Maurice Williamson is not a happy man. If anyone in government is responsible for Y2K, it's him, and he's not about to let his colleagues let the country down.
"Departmental chiefs, as part of their management responsibilities, are clearly responsible for Y2K compliance for their agency." Williamson says each chief has it spelled out for them in their performance agreements, as defined by their ministers.
"And every minister has been given a very clear steer by way of letters from me about what has to go in those agreements."
On top of that structure, Williamson has instituted a "whistle-blowing" system whereby any agency that falls out of line with his expectations will be contacted directly.
"I say to the minister 'hey, we've got some serious concerns at the SSC and Readiness Commission about department X, I suggest you have your chief executive in and ask the following questions.'"
Ministers themselves are ultimately responsible, Williamson concedes, and he expects to see a reversal of attitude on Y2K over the coming weeks.
"You ring them all again in a couple of weeks' time and every minister's office will have a story to tell you about their compliance programme."
One reason for this imminent change of heart is the monthly update reports each minister will be making to cabinet. As a base line, Williamson will use the Auditor-General's report on departmental readiness. Each department will be listed in a "league table" pitted one against the other.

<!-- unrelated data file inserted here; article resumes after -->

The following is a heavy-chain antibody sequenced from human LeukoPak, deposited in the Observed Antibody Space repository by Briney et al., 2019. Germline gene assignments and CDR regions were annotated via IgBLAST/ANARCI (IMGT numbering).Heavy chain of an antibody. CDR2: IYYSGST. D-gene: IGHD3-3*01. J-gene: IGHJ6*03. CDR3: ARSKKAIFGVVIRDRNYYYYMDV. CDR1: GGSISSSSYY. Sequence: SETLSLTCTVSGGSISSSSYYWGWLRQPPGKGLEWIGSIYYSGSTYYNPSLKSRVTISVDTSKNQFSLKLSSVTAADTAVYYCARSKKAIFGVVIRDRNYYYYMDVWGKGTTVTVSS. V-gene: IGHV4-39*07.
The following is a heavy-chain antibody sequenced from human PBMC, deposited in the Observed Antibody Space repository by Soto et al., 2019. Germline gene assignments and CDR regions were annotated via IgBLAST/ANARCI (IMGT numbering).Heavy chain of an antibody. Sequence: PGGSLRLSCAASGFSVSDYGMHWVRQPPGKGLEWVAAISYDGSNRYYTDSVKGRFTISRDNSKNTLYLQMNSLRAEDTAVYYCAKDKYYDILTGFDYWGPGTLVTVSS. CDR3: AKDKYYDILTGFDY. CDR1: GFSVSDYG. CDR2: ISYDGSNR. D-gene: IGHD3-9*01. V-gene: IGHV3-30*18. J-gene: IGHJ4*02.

"There will be curly questions asked of certain departments, but we'll treat this report as a snapshot of where they all were at the end of last year." Williamson fully expects departments to leap significantly from that report to the next.
"If they put some energy and effort in by the time the next report comes out in March they will have moved tremendously."
Williamson is demanding that these reports be based on independent assessments, not internal attestation.
One area Williamson could potentially have a difficult time with is local bodies - which is ironic really, since he is also Minister for Local Authorities.
"I have no power over them at all. They could turn to me and say, 'Minister, we don't want to do that', and I'd have no recourse to tell them otherwise." Williamson doesn't expect that to happen, but he does intend to make local authority compliance a priority. He concedes that some local bodies are in the danger zone, and plans to "move them to a more robust platform".
Of particular worry to Williamson is our foreign trading partners.
"The larger partners are well advanced in their programmes - Britain, Australia, the United States, but some are woefully inadequate."
He says that he brings up the issue of Y2K whenever he meets with his telecommunications counterparts, most recently during APEC meetings, and was astonished to be asked "What is Y2K?" by one high-ranking official, who had never heard of the problem.
"I would have been concerned if he'd said they were behind or just starting a programme but that was unbelievable."
Williamson is keen to push home the idea that it's not too late for either business or government to do something about Y2K, but we shouldn't take it easy, either.
"We will keep a heavy blowtorch on every agency we can. The message from government is that there's no room for complacency."